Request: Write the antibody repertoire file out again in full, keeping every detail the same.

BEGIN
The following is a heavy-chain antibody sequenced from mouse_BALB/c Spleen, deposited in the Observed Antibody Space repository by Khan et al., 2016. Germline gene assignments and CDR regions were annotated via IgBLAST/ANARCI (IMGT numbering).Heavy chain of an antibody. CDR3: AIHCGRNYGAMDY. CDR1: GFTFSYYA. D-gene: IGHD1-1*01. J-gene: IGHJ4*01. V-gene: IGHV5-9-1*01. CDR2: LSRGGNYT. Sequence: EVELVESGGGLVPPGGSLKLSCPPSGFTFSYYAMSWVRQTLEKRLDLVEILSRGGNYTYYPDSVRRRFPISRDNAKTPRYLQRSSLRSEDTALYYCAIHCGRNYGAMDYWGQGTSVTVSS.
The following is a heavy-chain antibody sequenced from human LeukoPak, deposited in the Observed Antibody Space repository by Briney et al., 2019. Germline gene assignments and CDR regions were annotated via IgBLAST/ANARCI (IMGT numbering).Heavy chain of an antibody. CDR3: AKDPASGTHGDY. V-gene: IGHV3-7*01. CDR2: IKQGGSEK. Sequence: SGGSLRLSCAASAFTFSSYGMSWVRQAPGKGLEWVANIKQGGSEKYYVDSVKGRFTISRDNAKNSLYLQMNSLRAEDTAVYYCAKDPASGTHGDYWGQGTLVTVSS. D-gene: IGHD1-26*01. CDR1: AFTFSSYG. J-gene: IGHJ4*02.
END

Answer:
The following is a heavy-chain antibody sequenced from mouse_BALB/c Spleen, deposited in the Observed Antibody Space repository by Khan et al., 2016. Germline gene assignments and CDR regions were annotated via IgBLAST/ANARCI (IMGT numbering).Heavy chain of an antibody. CDR3: AIHCGRNYGAMDY. CDR1: GFTFSYYA. D-gene: IGHD1-1*01. J-gene: IGHJ4*01. V-gene: IGHV5-9-1*01. CDR2: LSRGGNYT. Sequence: EVELVESGGGLVPPGGSLKLSCPPSGFTFSYYAMSWVRQTLEKRLDLVEILSRGGNYTYYPDSVRRRFPISRDNAKTPRYLQRSSLRSEDTALYYCAIHCGRNYGAMDYWGQGTSVTVSS.
The following is a heavy-chain antibody sequenced from human LeukoPak, deposited in the Observed Antibody Space repository by Briney et al., 2019. Germline gene assignments and CDR regions were annotated via IgBLAST/ANARCI (IMGT numbering).Heavy chain of an antibody. CDR3: AKDPASGTHGDY. V-gene: IGHV3-7*01. CDR2: IKQGGSEK. Sequence: SGGSLRLSCAASAFTFSSYGMSWVRQAPGKGLEWVANIKQGGSEKYYVDSVKGRFTISRDNAKNSLYLQMNSLRAEDTAVYYCAKDPASGTHGDYWGQGTLVTVSS. D-gene: IGHD1-26*01. CDR1: AFTFSSYG. J-gene: IGHJ4*02.